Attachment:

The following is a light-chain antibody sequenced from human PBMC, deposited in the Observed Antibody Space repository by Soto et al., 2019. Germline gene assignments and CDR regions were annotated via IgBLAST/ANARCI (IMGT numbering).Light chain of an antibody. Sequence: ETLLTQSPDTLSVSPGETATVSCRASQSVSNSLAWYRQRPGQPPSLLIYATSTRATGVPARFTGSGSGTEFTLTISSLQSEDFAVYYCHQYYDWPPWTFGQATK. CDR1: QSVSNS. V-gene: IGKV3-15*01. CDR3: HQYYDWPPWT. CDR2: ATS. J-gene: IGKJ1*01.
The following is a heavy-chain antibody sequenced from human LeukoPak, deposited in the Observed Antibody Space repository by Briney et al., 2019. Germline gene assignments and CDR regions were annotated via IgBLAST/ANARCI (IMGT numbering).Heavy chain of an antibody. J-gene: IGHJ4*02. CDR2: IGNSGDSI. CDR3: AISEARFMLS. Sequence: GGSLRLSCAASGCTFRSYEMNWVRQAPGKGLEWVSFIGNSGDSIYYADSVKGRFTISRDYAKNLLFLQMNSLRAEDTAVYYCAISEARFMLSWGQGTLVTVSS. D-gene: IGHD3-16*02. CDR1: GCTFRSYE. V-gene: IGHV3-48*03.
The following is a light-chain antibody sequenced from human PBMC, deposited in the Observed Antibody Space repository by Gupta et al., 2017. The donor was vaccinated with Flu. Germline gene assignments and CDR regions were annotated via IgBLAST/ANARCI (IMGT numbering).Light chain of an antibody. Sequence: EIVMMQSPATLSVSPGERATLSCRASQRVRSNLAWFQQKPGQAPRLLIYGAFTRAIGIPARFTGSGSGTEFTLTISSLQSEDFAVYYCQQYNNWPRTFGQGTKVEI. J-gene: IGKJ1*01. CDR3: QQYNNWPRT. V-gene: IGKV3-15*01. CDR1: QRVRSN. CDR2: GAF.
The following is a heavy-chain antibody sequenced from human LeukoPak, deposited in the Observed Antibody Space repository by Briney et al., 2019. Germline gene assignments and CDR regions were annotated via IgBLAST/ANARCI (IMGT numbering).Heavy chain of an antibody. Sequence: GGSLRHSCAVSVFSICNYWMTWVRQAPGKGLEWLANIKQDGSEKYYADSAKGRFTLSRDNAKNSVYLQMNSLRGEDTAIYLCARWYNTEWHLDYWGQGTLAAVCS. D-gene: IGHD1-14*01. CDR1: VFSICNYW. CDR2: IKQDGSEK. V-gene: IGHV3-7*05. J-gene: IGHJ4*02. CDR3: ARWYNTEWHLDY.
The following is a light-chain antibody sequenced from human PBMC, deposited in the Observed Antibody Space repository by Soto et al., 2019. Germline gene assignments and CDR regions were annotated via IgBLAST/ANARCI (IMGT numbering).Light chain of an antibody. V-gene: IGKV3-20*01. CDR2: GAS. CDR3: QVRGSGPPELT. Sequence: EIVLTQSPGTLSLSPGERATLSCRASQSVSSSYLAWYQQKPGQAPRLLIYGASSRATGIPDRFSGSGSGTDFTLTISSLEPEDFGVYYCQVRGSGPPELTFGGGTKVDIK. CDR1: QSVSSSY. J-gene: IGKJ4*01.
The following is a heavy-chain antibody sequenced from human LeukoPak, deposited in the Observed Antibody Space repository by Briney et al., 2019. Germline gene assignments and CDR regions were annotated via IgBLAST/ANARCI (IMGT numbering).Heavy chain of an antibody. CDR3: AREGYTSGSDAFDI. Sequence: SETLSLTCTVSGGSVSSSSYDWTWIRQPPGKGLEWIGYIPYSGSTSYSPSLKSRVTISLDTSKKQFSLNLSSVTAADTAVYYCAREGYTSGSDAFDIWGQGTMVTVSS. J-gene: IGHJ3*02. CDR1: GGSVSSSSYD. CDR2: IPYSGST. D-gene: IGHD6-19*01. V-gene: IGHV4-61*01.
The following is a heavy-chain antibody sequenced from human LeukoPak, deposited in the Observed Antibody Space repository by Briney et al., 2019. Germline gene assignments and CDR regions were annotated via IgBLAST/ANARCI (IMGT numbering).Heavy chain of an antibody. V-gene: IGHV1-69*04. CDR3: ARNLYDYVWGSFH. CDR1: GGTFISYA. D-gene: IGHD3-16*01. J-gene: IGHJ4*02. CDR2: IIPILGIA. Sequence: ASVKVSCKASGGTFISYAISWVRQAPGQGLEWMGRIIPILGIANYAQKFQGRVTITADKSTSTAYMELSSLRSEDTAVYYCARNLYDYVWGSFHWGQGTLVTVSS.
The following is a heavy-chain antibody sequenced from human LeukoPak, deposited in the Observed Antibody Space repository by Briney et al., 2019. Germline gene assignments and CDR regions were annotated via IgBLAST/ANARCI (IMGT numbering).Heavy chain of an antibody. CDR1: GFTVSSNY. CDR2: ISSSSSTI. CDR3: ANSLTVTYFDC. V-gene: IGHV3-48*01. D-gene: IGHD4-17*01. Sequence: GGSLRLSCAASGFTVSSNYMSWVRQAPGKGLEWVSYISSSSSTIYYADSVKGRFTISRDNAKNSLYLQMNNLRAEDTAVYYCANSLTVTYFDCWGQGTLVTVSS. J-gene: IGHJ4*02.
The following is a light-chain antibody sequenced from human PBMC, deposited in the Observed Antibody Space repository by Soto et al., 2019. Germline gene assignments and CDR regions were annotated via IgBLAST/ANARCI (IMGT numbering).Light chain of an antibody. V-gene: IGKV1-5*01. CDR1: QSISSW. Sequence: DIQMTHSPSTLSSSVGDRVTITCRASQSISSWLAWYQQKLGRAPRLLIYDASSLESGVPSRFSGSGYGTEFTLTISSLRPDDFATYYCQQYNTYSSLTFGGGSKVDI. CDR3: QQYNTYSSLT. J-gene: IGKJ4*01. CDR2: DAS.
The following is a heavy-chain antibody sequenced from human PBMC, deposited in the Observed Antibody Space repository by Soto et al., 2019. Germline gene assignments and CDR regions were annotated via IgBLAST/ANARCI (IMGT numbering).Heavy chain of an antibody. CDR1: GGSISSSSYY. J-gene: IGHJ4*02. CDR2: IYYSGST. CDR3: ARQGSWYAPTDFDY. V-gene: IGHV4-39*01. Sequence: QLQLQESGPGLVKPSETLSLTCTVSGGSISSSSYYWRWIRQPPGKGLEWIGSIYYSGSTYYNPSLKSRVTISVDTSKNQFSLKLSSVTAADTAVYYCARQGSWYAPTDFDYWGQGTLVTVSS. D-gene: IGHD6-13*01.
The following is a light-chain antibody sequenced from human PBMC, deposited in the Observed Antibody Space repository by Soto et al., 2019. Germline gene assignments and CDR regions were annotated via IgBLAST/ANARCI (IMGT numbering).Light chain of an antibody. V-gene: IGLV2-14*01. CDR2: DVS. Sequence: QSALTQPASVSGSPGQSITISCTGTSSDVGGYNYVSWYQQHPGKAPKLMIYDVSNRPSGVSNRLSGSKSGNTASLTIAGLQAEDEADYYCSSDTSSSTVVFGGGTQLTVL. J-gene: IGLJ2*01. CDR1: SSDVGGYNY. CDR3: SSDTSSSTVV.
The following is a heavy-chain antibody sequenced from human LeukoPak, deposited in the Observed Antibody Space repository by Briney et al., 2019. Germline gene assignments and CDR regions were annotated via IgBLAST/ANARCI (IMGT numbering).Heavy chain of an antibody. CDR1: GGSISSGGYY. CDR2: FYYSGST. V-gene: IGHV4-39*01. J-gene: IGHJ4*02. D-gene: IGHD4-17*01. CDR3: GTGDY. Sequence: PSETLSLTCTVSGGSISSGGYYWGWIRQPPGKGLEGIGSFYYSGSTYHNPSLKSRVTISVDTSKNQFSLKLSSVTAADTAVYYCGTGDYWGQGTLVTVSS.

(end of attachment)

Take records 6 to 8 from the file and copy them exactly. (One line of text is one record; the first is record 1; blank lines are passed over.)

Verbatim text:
The following is a heavy-chain antibody sequenced from human LeukoPak, deposited in the Observed Antibody Space repository by Briney et al., 2019. Germline gene assignments and CDR regions were annotated via IgBLAST/ANARCI (IMGT numbering).Heavy chain of an antibody. CDR3: AREGYTSGSDAFDI. Sequence: SETLSLTCTVSGGSVSSSSYDWTWIRQPPGKGLEWIGYIPYSGSTSYSPSLKSRVTISLDTSKKQFSLNLSSVTAADTAVYYCAREGYTSGSDAFDIWGQGTMVTVSS. J-gene: IGHJ3*02. CDR1: GGSVSSSSYD. CDR2: IPYSGST. D-gene: IGHD6-19*01. V-gene: IGHV4-61*01.
The following is a heavy-chain antibody sequenced from human LeukoPak, deposited in the Observed Antibody Space repository by Briney et al., 2019. Germline gene assignments and CDR regions were annotated via IgBLAST/ANARCI (IMGT numbering).Heavy chain of an antibody. V-gene: IGHV1-69*04. CDR3: ARNLYDYVWGSFH. CDR1: GGTFISYA. D-gene: IGHD3-16*01. J-gene: IGHJ4*02. CDR2: IIPILGIA. Sequence: ASVKVSCKASGGTFISYAISWVRQAPGQGLEWMGRIIPILGIANYAQKFQGRVTITADKSTSTAYMELSSLRSEDTAVYYCARNLYDYVWGSFHWGQGTLVTVSS.
The following is a heavy-chain antibody sequenced from human LeukoPak, deposited in the Observed Antibody Space repository by Briney et al., 2019. Germline gene assignments and CDR regions were annotated via IgBLAST/ANARCI (IMGT numbering).Heavy chain of an antibody. CDR1: GFTVSSNY. CDR2: ISSSSSTI. CDR3: ANSLTVTYFDC. V-gene: IGHV3-48*01. D-gene: IGHD4-17*01. Sequence: GGSLRLSCAASGFTVSSNYMSWVRQAPGKGLEWVSYISSSSSTIYYADSVKGRFTISRDNAKNSLYLQMNNLRAEDTAVYYCANSLTVTYFDCWGQGTLVTVSS. J-gene: IGHJ4*02.